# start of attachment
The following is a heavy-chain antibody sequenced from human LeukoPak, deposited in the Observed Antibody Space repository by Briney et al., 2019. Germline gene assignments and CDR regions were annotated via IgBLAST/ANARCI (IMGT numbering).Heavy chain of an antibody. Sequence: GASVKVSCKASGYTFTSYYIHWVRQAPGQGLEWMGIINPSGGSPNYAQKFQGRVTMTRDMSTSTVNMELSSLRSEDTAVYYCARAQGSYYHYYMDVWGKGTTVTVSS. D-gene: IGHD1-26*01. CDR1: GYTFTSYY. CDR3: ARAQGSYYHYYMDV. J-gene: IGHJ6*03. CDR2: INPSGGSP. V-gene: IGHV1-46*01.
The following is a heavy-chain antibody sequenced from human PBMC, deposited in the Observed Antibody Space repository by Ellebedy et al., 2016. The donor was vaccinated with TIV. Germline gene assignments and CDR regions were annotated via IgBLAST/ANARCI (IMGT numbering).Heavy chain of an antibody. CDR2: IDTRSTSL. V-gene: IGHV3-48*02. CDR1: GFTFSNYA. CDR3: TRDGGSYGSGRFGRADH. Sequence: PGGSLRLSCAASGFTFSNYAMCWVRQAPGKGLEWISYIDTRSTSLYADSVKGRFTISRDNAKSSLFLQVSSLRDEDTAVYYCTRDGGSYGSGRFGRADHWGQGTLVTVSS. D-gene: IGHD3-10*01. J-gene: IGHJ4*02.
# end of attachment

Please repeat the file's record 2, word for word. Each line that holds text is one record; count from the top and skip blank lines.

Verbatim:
The following is a heavy-chain antibody sequenced from human PBMC, deposited in the Observed Antibody Space repository by Ellebedy et al., 2016. The donor was vaccinated with TIV. Germline gene assignments and CDR regions were annotated via IgBLAST/ANARCI (IMGT numbering).Heavy chain of an antibody. CDR2: IDTRSTSL. V-gene: IGHV3-48*02. CDR1: GFTFSNYA. CDR3: TRDGGSYGSGRFGRADH. Sequence: PGGSLRLSCAASGFTFSNYAMCWVRQAPGKGLEWISYIDTRSTSLYADSVKGRFTISRDNAKSSLFLQVSSLRDEDTAVYYCTRDGGSYGSGRFGRADHWGQGTLVTVSS. D-gene: IGHD3-10*01. J-gene: IGHJ4*02.